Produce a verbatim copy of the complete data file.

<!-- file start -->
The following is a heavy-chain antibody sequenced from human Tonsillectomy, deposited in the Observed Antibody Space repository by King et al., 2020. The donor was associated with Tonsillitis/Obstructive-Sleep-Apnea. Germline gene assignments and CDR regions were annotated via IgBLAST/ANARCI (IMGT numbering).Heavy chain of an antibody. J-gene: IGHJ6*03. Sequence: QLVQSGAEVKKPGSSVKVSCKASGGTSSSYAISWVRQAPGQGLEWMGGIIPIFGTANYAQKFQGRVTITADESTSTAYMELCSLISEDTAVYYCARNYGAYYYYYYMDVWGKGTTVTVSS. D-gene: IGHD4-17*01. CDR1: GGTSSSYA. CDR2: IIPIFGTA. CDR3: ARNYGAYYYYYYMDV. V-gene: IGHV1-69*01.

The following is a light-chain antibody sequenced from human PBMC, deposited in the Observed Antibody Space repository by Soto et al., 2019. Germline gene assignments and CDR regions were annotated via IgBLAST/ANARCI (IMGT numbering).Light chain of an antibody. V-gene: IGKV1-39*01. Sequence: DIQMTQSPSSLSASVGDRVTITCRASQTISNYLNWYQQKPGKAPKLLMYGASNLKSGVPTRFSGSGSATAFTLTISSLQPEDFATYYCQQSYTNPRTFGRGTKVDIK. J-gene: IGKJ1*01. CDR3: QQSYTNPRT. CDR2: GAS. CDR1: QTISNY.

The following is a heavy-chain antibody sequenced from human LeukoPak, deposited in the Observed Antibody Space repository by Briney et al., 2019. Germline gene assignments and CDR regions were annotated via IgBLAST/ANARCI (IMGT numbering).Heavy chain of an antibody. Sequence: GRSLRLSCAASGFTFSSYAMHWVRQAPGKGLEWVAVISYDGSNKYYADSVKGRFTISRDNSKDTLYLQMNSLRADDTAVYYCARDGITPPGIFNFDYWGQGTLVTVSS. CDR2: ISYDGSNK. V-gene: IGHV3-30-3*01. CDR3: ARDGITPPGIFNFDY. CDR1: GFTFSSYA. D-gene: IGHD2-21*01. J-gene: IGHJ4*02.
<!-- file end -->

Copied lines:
The following is a heavy-chain antibody sequenced from human Tonsillectomy, deposited in the Observed Antibody Space repository by King et al., 2020. The donor was associated with Tonsillitis/Obstructive-Sleep-Apnea. Germline gene assignments and CDR regions were annotated via IgBLAST/ANARCI (IMGT numbering).Heavy chain of an antibody. J-gene: IGHJ6*03. Sequence: QLVQSGAEVKKPGSSVKVSCKASGGTSSSYAISWVRQAPGQGLEWMGGIIPIFGTANYAQKFQGRVTITADESTSTAYMELCSLISEDTAVYYCARNYGAYYYYYYMDVWGKGTTVTVSS. D-gene: IGHD4-17*01. CDR1: GGTSSSYA. CDR2: IIPIFGTA. CDR3: ARNYGAYYYYYYMDV. V-gene: IGHV1-69*01.

The following is a light-chain antibody sequenced from human PBMC, deposited in the Observed Antibody Space repository by Soto et al., 2019. Germline gene assignments and CDR regions were annotated via IgBLAST/ANARCI (IMGT numbering).Light chain of an antibody. V-gene: IGKV1-39*01. Sequence: DIQMTQSPSSLSASVGDRVTITCRASQTISNYLNWYQQKPGKAPKLLMYGASNLKSGVPTRFSGSGSATAFTLTISSLQPEDFATYYCQQSYTNPRTFGRGTKVDIK. J-gene: IGKJ1*01. CDR3: QQSYTNPRT. CDR2: GAS. CDR1: QTISNY.

The following is a heavy-chain antibody sequenced from human LeukoPak, deposited in the Observed Antibody Space repository by Briney et al., 2019. Germline gene assignments and CDR regions were annotated via IgBLAST/ANARCI (IMGT numbering).Heavy chain of an antibody. Sequence: GRSLRLSCAASGFTFSSYAMHWVRQAPGKGLEWVAVISYDGSNKYYADSVKGRFTISRDNSKDTLYLQMNSLRADDTAVYYCARDGITPPGIFNFDYWGQGTLVTVSS. CDR2: ISYDGSNK. V-gene: IGHV3-30-3*01. CDR3: ARDGITPPGIFNFDY. CDR1: GFTFSSYA. D-gene: IGHD2-21*01. J-gene: IGHJ4*02.